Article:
Tuesday, November 21, 2017

AltSchool -- Just Another Business

For several years, we've been following the fortunes of the Silicon Valley Wunderskool, AltSchool, created by a Google whiz master and funded by Zuckerberg and all the other tech whiz masters, this was supposed to be the Next Great Big Thing-- Personalized Learning Done Right. 

Alas, it is looking as if AltSchool is about to follow Rocketship Academies and Summit School-in-a-Box into the land of Snake Oil Education. Skoolmeister Max Ventilla has announced that he's shuttering several of the school sites and focusing on the market end of the biz, with AltSchool to be reduced to a brand name for one more school-in-software biz. This is perhaps not as sudden a decision as it might seem; in a BBC interview, Ventllla was already referring his schools as "lab schools."

One reporter I spoke to said that parents are upset at being left in the lurch. And Melia Robinson at Business Insider has found a few other parents who are not exactly beamful of high tech testimonials for the school.

Before we take a closer look into the Department of Toldyaso, the final quote from Robinson's article needs to be plastered in 100 point font across every article touting charter schools--

"We're not the constituency of the school," a parent of a former AltSchool student told Business Insider. "We were not the ones [Ventilla] had to be accountable to." 

Exactly. AltSchool, for all its benevolent trappings, is a business. And businesses make decisions for business reasons. This (as I often say) does not make them evil, but it does make them uniquely unsuited to run public education. Businesses are accountable to investors first. Not students. Not families. Investors. Every parent who enrolls their child in a charter school needs to understand that the school will only exist as long as it makes business sense to do so, will only educate their child as long as it makes business sense to do so, will only provide their child with a full range of educational services as long as it makes business sense to do so.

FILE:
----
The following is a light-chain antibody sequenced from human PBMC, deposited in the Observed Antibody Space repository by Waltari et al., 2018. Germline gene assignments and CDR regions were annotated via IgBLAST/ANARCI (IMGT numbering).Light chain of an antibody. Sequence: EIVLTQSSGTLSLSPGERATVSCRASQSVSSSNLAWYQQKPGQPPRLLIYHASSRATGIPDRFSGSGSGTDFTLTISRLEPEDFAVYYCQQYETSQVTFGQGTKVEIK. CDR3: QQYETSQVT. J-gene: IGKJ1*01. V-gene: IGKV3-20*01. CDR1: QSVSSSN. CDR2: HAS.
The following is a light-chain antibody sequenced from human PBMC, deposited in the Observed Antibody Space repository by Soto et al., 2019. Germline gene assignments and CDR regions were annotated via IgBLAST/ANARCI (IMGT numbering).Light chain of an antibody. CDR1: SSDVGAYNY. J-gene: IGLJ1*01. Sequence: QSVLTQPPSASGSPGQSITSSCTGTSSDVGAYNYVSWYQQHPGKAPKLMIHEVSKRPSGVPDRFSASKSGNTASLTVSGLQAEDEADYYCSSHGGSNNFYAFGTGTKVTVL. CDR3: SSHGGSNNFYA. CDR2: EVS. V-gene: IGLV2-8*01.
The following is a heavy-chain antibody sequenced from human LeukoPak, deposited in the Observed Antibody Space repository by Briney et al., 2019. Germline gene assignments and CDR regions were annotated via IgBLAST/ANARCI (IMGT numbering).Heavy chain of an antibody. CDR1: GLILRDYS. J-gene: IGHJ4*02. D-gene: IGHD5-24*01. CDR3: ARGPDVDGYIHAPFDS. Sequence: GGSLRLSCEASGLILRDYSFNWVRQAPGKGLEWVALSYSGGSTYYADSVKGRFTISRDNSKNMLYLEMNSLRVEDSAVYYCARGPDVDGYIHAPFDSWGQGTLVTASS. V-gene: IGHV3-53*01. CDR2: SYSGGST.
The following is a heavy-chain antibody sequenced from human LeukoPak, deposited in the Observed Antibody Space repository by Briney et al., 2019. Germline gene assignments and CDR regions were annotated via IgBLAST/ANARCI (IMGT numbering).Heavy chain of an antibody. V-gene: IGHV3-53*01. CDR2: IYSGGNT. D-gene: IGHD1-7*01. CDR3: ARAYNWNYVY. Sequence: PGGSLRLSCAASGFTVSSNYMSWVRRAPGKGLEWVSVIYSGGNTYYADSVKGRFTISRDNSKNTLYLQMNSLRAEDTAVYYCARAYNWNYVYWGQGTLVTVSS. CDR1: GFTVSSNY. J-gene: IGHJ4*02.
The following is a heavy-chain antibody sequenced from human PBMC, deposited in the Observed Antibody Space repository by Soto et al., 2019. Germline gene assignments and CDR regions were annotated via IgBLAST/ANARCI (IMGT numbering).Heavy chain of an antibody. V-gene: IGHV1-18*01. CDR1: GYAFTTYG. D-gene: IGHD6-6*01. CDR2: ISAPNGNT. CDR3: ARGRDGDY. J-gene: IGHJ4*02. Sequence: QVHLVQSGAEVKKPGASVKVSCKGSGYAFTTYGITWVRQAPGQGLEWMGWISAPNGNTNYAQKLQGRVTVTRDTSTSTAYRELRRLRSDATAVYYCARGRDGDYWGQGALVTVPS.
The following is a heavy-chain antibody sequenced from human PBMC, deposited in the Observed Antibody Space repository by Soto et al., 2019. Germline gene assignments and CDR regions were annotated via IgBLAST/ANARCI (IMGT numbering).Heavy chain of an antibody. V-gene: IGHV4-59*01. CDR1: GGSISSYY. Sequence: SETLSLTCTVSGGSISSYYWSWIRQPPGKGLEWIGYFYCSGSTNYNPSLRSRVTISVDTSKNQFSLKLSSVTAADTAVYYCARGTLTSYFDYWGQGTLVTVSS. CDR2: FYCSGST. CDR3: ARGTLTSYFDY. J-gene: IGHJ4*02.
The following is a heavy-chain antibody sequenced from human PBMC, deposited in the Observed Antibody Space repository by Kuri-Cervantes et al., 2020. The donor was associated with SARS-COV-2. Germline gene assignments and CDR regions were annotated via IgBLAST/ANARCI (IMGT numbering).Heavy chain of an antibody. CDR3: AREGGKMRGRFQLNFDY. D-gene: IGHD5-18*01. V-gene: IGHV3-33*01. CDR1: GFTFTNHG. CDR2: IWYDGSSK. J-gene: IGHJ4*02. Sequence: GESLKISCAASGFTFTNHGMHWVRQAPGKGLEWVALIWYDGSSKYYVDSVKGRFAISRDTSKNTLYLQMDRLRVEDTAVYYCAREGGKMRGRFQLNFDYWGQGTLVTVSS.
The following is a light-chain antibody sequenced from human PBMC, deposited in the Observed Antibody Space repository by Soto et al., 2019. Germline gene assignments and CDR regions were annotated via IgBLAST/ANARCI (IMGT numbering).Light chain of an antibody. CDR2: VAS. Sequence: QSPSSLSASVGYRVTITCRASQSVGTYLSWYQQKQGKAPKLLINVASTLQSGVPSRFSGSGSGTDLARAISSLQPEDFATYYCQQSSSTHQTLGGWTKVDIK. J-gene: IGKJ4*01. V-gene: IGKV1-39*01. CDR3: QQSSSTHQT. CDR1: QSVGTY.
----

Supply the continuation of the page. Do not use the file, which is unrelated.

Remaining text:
And parents have apparently been learning that at AltSchool for a while.

Personalized learning?

Parents told Business Insider they expected their children to be engaged in activities handpicked for them but that assignments were more or less the same for the class.

Learning with a human touch assisted by technology?

A parent told Business Insider that she figured the startup — which has poached talent from Google, Uber, Airbnb, and Zynga — would provide "cutting-edge" technology as a supplement to human instruction. Instead, she and others said, technology replaced it at the cost of learning. 

 Flexibility to meet all student needs, no matter how challenging?

A different mother, whose children no longer attend AltSchool, told Business Insider that her second-grader listened to audio books on a tablet in class, instead of being taught to read. The parent said she had taken her concerns to AltSchool several times and was repeatedly told to be patient as her daughter fell behind in reading. She was later diagnosed with a learning disability. 

Though it turns out that parents can pay extra for extra instructional help if their child needs it.

Some parents are upset that their children were used as guinea pigs or beta testers, but if they had been paying attention at all they had to know that's what they were signing up for-- a school-sized tech-based experiment performed by educational amateurs. These parents can be excused for discovering that Ventilla decided to ditch the money-losing school for the "far more profitable" software biz, but still-- it's a business making business decisions, not a school making educational decisions, and that's what you get with a charter school-- particularly one with investors. Savvy parents will have to learn to ask exactly what business their child's prospective charter operator is in.

There is one other issue that parents need to start paying attention to. In that same BBC interview from last summer, Judah asks one of the teachers about the great amount of data collected and stored by the school. Is she concerned about what might be done with that data, where it's stored, for how long? "I don't know," she says. "I just have trust." The AltSchool story, as it spins on to its business flavored next chapter, is a reminder that maybe a little less trust is called for. What will become of all the student data that AltSchool has already collected and stored, and just how much data mining will the new branded software be doing? Parents had better ask-- and remember that decisions will be made on business terms.

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